Lighting experiment

I set up a new composition with a new lighting scenario. Because I love the old masters and the contrasting lights and darks, I wanted to experiment with higher contrasts in my lighting situation. Also, this skull has been on my list of things to paint for months.

The green participation ribbon has been in my classroom since before winter break. There were two ribbons. Someone, or multiple people, taped them to a cabinet. I left the ribbons hoping someone would collect them and honor them. That day never came. As I was cleaning the room for summer break I almost tossed this ribbon out with the rest of the forgotten classroom relics. I looked at it alone in the trash basket and decided to rescue it by painting it.

work in progress, 12×12, oil on panel

I took this photo with artificial lighting. There are lots of details to finish and I have a lot of sculpting to do on the skull. I am happy with the way it’s shaping up. I lit this with a single light source from the left. I need a lot more contrast to make this look like the photo below, but I will get there. The most difficult part is seeing the paint as I mix it. With limit light it’s difficult to determine if the paint color is correct. Challenge! undefined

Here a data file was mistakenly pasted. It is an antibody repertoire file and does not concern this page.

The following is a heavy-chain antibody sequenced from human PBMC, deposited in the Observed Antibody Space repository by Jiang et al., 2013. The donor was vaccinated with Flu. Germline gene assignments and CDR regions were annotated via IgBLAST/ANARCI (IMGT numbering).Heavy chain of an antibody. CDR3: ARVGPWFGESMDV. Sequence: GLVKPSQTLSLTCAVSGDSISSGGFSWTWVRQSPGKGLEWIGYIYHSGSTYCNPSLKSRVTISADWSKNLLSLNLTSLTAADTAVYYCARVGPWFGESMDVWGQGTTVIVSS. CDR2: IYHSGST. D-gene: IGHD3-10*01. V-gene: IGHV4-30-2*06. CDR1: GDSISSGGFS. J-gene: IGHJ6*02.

Thank you for following along with me in my painting adventures.

My best,
Emily Warren


emilywarrenart.com
www.instagram.com/emilywarrenstudios/
www.saatchiart.com/emilywarren

Published by Art Belongs to Everyone

Remember Reflect Reform In this work, I have been exploring phenomena of memory augmentation. I experimented with reflections and cinematic images by juxtaposing photographs, paint, wood, and mylar. The direction of the work includes painting intimate, reflective, observations of augmented memories.  I began by building a cabinet of curiosities as a way to form a tableau painting and experiment with different media. Inspired by the relief paintings by artist Sally Han, I built a model of a Victorian cabinet using tenets of Darwin's theory of evolution. I painted on a variety of surfaces including wood, photographs, and adding raw lumber to the pieces. In this process, I disassembled the cabinet to give autonomy to each piece. Although I diverted from the original idea of a final installation, there was an impulse to paint larger. Adding mylar was yet another way to accentuate reflection as a part of the critical dialogue with the work. The final result offers an opportunity to remember, reflect, and reform.

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